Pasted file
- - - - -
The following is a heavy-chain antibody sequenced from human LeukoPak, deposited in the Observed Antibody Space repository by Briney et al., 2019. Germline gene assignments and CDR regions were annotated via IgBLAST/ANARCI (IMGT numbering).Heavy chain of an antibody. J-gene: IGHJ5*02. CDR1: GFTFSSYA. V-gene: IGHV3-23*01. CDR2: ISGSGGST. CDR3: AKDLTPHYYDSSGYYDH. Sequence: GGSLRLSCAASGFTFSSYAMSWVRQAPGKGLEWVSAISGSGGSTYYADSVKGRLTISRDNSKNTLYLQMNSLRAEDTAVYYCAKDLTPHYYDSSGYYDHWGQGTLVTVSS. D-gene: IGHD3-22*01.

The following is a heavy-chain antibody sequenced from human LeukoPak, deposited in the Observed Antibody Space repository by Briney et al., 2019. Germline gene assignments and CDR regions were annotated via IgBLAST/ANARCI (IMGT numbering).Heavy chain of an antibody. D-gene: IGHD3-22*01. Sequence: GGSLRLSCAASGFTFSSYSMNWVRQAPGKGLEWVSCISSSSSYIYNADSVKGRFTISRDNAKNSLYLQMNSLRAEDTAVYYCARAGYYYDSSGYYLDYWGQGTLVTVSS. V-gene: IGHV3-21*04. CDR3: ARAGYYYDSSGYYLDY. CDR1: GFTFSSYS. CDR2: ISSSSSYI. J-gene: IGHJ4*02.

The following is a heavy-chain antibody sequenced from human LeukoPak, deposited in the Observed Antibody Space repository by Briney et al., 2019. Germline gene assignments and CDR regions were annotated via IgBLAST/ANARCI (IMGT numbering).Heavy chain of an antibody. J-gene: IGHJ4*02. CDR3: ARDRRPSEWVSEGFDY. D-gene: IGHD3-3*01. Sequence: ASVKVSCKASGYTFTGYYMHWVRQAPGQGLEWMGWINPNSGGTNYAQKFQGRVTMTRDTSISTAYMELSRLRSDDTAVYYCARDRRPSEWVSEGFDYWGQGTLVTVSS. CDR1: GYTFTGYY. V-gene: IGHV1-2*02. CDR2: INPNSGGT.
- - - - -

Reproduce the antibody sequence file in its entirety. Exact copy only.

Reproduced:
The following is a heavy-chain antibody sequenced from human LeukoPak, deposited in the Observed Antibody Space repository by Briney et al., 2019. Germline gene assignments and CDR regions were annotated via IgBLAST/ANARCI (IMGT numbering).Heavy chain of an antibody. J-gene: IGHJ5*02. CDR1: GFTFSSYA. V-gene: IGHV3-23*01. CDR2: ISGSGGST. CDR3: AKDLTPHYYDSSGYYDH. Sequence: GGSLRLSCAASGFTFSSYAMSWVRQAPGKGLEWVSAISGSGGSTYYADSVKGRLTISRDNSKNTLYLQMNSLRAEDTAVYYCAKDLTPHYYDSSGYYDHWGQGTLVTVSS. D-gene: IGHD3-22*01.

The following is a heavy-chain antibody sequenced from human LeukoPak, deposited in the Observed Antibody Space repository by Briney et al., 2019. Germline gene assignments and CDR regions were annotated via IgBLAST/ANARCI (IMGT numbering).Heavy chain of an antibody. D-gene: IGHD3-22*01. Sequence: GGSLRLSCAASGFTFSSYSMNWVRQAPGKGLEWVSCISSSSSYIYNADSVKGRFTISRDNAKNSLYLQMNSLRAEDTAVYYCARAGYYYDSSGYYLDYWGQGTLVTVSS. V-gene: IGHV3-21*04. CDR3: ARAGYYYDSSGYYLDY. CDR1: GFTFSSYS. CDR2: ISSSSSYI. J-gene: IGHJ4*02.

The following is a heavy-chain antibody sequenced from human LeukoPak, deposited in the Observed Antibody Space repository by Briney et al., 2019. Germline gene assignments and CDR regions were annotated via IgBLAST/ANARCI (IMGT numbering).Heavy chain of an antibody. J-gene: IGHJ4*02. CDR3: ARDRRPSEWVSEGFDY. D-gene: IGHD3-3*01. Sequence: ASVKVSCKASGYTFTGYYMHWVRQAPGQGLEWMGWINPNSGGTNYAQKFQGRVTMTRDTSISTAYMELSRLRSDDTAVYYCARDRRPSEWVSEGFDYWGQGTLVTVSS. CDR1: GYTFTGYY. V-gene: IGHV1-2*02. CDR2: INPNSGGT.